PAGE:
As ABC managing director Mark Scott today unveils the broadcaster’s new editorial policy, he might like to take a look at the performance of his flagship current affairs program, The 7:30 Report. In particular, its story last Thursday on the Queensland’s Government’s handling of the Dr Death scandal, an issue that is currently causing some embarrassment to Queensland’s Attorney-General, Linda Lavarch.

Central in the current storm are claims that Lavarch was wrong to reject a proposal from lawyers for Dr Patel that would have seen him return from the US to face justice in Queensland – in exchange for some friendly media management.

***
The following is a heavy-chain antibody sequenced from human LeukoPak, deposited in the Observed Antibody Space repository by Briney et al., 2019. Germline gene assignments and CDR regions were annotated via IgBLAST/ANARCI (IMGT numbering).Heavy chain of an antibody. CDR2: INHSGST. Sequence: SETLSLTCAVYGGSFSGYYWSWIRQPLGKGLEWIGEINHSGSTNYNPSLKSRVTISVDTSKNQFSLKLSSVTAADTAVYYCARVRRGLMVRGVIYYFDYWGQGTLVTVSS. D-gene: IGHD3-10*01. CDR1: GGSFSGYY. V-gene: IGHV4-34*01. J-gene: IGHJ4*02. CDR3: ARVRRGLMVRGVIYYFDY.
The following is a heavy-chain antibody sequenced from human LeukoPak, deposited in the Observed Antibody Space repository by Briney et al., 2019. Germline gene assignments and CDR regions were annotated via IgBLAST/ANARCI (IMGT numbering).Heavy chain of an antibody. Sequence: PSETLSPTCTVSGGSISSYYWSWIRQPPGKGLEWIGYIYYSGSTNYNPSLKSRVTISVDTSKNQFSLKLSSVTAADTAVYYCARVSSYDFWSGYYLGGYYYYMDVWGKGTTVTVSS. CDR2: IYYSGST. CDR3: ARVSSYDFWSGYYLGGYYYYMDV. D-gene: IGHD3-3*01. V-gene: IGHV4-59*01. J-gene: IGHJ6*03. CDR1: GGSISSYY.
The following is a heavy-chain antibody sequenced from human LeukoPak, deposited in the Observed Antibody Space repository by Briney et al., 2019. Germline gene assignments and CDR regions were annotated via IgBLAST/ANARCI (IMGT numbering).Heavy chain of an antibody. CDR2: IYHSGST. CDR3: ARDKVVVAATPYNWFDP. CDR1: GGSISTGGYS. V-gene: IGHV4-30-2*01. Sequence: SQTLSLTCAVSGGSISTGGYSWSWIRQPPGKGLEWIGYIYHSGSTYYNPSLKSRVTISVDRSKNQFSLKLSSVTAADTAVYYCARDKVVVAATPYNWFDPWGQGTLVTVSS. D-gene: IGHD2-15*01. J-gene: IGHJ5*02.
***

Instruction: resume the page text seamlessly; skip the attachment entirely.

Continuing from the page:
In The 7.30 Report piece, reporter Peter McCutcheon asked: “Are there good reasons to reject a deal like this?” To answer that question he interviewed associate professor of law at the Queensland University of Technology, Geraldine MacKenzie, who observed there were some benefits in doing the deal but:

“I think there are some good reasons to reject it. I think there are very good reasons to let justice take its course.”

But there was one fact McCutcheon failed to mention – MacKenzie’s boss is Michael Lavarch, Executive Dean of Law at QUT, former Federal Attorney-General in the second Keating Ministry — and Linda Lavarch’s husband.

So why did ABC reporter Peter McCutcheon pluck the only legal expert in his story from a faculty where Michael Lavarch is dean? And why was this conflict of interest, at the very least, not clearly declared on air?

Peter McCutcheon declined to comment today, while 7:30 Report executive producer Ben Hawke hasn’t responded to two phone messages and an email from Crikey.

Peter Fray

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